# Integrating infinite sums

1. Nov 27, 2007

### rock.freak667

1. The problem statement, all variables and given/known data
Using the macluarin's expansion for sinx show that $\int sinx dx=-cosx+c$

2. Relevant equations

$$sinx=\sum_{n=0} ^\infty \frac{(-1)^nx^{2n+1}}{(2n+1)!}$$

3. The attempt at a solution
Well I can easily write out some of the series and just show that it is equal to -cosx

but if I integrate the representation for the infinite series i get

$$\int sinx dx= \sum_{n=0} ^\infty \frac{(-1)^nx^{2n+2}}{(2n+1)!}$$
shouldn't -cosx be:
$$\int sinx dx= \sum_{n=0} ^\infty \frac{(-1)^{n+1}x^{2n+2}}{(2n+1)!}$$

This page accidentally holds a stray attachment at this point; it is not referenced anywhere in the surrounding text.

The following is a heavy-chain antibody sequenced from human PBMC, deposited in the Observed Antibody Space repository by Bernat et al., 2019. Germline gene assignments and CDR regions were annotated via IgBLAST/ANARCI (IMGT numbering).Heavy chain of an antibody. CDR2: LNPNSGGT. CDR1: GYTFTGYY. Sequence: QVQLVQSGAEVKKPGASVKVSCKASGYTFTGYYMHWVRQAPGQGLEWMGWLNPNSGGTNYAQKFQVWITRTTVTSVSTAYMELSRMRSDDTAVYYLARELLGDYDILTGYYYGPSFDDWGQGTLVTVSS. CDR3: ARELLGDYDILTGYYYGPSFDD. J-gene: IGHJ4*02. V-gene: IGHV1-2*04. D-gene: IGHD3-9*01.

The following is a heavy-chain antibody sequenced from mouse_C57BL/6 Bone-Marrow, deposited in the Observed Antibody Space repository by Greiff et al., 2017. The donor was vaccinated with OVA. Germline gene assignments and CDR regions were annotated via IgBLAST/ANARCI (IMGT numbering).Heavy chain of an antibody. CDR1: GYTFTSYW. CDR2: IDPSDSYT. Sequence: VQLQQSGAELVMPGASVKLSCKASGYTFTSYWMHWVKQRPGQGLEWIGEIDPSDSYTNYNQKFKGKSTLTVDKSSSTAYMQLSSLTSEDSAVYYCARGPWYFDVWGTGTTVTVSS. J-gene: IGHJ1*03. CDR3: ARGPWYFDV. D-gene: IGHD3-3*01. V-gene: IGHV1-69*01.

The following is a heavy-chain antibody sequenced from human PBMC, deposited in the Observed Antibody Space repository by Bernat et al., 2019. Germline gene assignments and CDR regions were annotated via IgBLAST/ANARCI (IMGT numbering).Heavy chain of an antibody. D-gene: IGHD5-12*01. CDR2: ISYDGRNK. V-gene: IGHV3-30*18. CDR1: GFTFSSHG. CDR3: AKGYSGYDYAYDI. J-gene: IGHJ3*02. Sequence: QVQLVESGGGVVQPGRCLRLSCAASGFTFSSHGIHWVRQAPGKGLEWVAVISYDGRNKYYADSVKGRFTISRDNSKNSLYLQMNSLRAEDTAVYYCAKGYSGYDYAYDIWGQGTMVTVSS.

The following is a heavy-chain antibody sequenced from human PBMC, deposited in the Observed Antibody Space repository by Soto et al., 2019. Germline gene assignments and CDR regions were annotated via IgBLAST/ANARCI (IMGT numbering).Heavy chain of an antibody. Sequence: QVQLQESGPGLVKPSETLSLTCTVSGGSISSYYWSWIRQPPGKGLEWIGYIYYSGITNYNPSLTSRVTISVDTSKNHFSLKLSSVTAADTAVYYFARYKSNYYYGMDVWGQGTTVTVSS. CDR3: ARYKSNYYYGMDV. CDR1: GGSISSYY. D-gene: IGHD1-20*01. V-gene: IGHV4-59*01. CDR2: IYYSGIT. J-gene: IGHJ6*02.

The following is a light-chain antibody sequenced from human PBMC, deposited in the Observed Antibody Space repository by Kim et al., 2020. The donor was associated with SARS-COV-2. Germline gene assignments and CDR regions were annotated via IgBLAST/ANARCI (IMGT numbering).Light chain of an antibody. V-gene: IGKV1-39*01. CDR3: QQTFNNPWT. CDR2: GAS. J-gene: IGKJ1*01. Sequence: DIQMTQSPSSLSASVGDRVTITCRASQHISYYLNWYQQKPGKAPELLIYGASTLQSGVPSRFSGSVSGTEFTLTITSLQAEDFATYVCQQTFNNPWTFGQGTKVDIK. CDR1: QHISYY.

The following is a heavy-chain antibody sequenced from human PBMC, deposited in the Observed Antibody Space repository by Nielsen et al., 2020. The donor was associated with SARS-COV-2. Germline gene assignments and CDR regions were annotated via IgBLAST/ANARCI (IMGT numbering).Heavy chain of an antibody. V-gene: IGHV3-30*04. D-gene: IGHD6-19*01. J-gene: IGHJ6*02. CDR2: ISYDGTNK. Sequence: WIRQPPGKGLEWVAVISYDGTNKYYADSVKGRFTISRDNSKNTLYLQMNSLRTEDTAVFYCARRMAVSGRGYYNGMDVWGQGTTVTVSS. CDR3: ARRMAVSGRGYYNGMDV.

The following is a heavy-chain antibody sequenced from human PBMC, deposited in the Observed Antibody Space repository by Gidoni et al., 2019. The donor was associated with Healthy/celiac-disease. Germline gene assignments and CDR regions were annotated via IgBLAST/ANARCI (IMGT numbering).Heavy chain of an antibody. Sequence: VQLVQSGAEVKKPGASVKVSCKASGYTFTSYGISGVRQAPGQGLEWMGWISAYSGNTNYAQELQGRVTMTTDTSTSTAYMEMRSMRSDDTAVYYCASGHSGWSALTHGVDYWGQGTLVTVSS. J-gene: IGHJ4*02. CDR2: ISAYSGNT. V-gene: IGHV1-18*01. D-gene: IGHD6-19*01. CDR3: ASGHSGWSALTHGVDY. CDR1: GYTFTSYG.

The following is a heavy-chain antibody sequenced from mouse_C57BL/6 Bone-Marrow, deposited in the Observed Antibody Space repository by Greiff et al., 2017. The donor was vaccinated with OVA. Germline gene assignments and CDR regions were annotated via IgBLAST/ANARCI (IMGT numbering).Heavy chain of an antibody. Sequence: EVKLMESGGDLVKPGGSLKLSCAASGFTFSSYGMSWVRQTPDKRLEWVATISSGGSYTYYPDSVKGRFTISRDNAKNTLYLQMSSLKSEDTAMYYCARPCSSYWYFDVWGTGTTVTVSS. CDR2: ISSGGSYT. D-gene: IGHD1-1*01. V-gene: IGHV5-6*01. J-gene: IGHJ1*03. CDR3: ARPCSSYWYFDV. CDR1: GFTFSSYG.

and also I am supposed to get $x^{2n}$ not what I got

2. Nov 27, 2007

### Avodyne

Your denominators should be (2n+2)! in the last two lines.

With this correction, your last series is cos(x)-1; write out the first few terms to see.

3. Nov 27, 2007

### rock.freak667

ah yes I made a typo...but even if I change it
how do I manipulate

$$\sum_{n=0} ^\infty \frac{(-1)^nx^{2n+2}}{(2n+2)!}$$ (what I integrated and got)

Into

$$-\sum_{n=0} ^\infty \frac{(-1)^nx^{2n}}{(2n)!}$$ (What I am supposed to get)

4. Nov 28, 2007

### HallsofIvy

Staff Emeritus
Let j= n+1 and see what you get with j as the index.